Wednesday, July 28, 2021

Why dumb things persist

 This is going to be a phenomenal journey as we reflect on the wonderful era we live in. I look forward to many more posts to share in my awe and wonder for the era we live in with the possibilities of innovation, and the improvement of life increasing exponentially. Yes,it is easy to be creative and to see the world in a new light.

But, I am not going to solve big issues with this post. I am starting with a more fundamental approach, to point out how popular thinking is not always favoring the soundest choice. Once we understand that, we can explore ways to remediate the deficit that keeps the soundest choices from being the favorite choices.

Let us start with roofing in the USA. Compared to many other industrialized countries, the USA is like many countries in one. This large integrated market creates opportunities everywhere. When one region struggles, many others might be thriving, so the chance to move is attractive. Supposedly most Americans move on average once every 7 years (ref.??). If we compare that with other countries where the likelihood is high that you will grow old with many of your school mates, we have to reflect on what the impact of this difference might be.

Let's cut to the chase... If I have to replace my roof, it is an expensive ordeal and as such I am motivated to do it as cheaply as possible, given that I will spend north of $10k already. That is why we come back to asphalt time and time. Why go expensive, when I am not going to live here 'for ever', so stick it to the next owner to replace the roof again in 20 or 30 years. So, we get the dumpster to pull off the old tiles, and off to the landfill with the old, and on with the new. Then between two and three decades later, we do it all over again. No wonder, there is a thriving roofing industry in America. Roofs are frequently replaced, and we are all caught up in this cycle.

When I was a child in Africa, a roofer was really attached to new construction. Then there was the handy man or plumber who would also fixe leaky roofs; that is if your dad was not the guy to get on the roof and find the spot himself and do the patching.  One thing I never ever saw, was a roof being replaced. Most homes had very strong corrugated tin roofs, a few had either slate tiles, or clay tiles. All these roofs were made to last a century or more as long as the minimal maintenance was done. So, there was no thriving industry in roofing. In fact, I never knew a roofer.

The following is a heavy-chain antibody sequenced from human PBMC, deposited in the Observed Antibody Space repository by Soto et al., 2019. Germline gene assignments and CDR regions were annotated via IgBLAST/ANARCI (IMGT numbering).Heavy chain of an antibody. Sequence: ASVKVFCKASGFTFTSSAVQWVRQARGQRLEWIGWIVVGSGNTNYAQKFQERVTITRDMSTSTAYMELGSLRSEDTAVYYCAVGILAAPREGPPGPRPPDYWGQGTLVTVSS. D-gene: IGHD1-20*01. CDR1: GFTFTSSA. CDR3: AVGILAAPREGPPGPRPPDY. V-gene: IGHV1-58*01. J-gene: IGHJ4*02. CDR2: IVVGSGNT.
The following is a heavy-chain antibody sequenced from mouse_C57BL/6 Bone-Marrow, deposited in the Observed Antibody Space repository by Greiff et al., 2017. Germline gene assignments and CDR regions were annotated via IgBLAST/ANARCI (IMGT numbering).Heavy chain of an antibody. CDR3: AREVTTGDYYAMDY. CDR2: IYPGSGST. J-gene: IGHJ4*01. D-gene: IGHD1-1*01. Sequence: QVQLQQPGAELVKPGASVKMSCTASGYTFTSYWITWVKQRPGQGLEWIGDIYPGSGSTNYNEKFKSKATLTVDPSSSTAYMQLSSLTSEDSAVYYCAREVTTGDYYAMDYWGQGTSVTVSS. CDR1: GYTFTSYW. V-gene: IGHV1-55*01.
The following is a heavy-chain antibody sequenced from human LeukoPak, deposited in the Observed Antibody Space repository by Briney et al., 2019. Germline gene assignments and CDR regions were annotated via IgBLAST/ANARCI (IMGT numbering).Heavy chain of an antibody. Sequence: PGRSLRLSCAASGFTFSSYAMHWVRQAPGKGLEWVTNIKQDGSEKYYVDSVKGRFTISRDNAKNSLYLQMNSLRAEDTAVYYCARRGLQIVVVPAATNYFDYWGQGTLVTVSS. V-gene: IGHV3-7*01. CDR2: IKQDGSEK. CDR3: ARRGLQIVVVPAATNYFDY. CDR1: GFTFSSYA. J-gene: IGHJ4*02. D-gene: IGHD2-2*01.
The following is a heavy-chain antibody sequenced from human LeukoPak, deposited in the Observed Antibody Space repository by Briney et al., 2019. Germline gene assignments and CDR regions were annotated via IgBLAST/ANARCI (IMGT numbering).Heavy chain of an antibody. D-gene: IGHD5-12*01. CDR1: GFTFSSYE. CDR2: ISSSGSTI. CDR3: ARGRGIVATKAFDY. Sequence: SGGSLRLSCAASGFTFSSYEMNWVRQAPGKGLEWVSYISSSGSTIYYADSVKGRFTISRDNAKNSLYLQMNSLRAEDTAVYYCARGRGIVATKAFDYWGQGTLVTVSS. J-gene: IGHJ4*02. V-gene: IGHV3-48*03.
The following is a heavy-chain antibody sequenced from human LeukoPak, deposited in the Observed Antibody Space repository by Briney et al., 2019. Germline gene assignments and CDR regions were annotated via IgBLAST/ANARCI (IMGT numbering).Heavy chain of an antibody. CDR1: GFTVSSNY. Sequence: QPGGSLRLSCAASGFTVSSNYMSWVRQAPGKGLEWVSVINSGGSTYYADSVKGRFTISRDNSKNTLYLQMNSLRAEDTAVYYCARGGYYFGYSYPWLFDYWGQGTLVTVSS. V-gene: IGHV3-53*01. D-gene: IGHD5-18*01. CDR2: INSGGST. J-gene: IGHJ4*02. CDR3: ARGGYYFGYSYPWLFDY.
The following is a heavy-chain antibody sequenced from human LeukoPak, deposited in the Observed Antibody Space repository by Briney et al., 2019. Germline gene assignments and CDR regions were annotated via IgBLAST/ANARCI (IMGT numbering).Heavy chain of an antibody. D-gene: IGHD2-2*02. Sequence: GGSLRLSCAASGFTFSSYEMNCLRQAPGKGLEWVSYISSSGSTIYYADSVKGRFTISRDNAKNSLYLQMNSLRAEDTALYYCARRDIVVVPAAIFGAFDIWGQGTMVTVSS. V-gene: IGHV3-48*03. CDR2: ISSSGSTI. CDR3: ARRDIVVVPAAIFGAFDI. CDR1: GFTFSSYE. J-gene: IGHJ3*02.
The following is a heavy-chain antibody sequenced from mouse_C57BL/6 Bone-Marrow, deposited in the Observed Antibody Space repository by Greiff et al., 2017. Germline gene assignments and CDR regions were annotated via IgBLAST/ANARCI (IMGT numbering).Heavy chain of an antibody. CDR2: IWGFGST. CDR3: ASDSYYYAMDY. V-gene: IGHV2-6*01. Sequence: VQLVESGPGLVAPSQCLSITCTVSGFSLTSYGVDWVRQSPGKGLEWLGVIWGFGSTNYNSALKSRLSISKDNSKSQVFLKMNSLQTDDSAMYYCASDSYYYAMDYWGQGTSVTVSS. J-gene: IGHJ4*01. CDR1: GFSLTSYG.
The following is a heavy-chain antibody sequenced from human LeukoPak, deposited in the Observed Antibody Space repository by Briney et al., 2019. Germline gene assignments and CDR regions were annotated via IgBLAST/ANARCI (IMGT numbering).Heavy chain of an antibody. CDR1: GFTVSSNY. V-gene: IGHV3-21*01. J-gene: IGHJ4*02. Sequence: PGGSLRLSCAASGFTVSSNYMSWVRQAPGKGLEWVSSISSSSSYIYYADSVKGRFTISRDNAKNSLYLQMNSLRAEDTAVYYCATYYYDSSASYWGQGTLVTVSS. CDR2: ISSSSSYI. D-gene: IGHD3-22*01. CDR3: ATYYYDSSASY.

... this reminds me of another oddity in the USA. In South Africa, pumping your tires at the gas station was a free service, and the hose had a pressure meter attached by default. So, nobody ever needed to have their own pressure gauge. Just did not need it. ...come to America, and I go to check my tire pressure at the gas station. Well, you have to pay for air, and you will be lucky if it has a pressure gauge. So, go inside and buy your own, and support the thriving industry of selling pressure gauges. Wow, what a country! But, this is a small thing. Let's get back to roofing, that is a big thing and it is clear that leadership from government would be really nice to create a greener solution here.

I find that the thickness of metal roofs in the USA is another problem. Remember how soda cans were so thick, only really strong guys could crush such a can with their bare hands, but with the thin cans today, that is easy. Sadly, I see that the customer is being cheated again. Many metal roofs are so thin today, that you cannot walk on them. So, even though some are going for metal, you are not guaranteed a proper strong roof. 

I recall as a child, South Africa had the Bureau of Standards, and their seal told you the product was properly tested and you had quality. I find that in the USA, that mindset to set a bar of quality is not so strong, and if you look at plumbing for example, and you look at the faux-metal plastic faucets, you know that we are surfing the obsolescence culture again. Oh, where is the Bureau of Standards to do the 10 000 open and close tests on these faucets and to condemn them to save these inferior imports of junk from being sold and installed in the first place?

We have to look at legislation and wise governance to arrest the perpetuation of obsolescence and a firm appointment with the landfill.

Do not allow inferior products on the market. Take a queue from Europe, and insist on thinking more long term and the cost to the consumers and the cost to the environment. Making a quick buck with an inferior product and then forcing its replacement a few years later -- these folks must be friends with the scammers of the world. You and I need to spread this awareness to change our culture. It is happening in the food culture, now is the time to spread the long-term view to other consumer products.

And as an anecdote, I love the momentum behind the right to repair. Yes, yes, yes!

Why dumb things persist

 This is going to be a phenomenal journey as we reflect on the wonderful era we live in. I look forward to many more posts to share in my aw...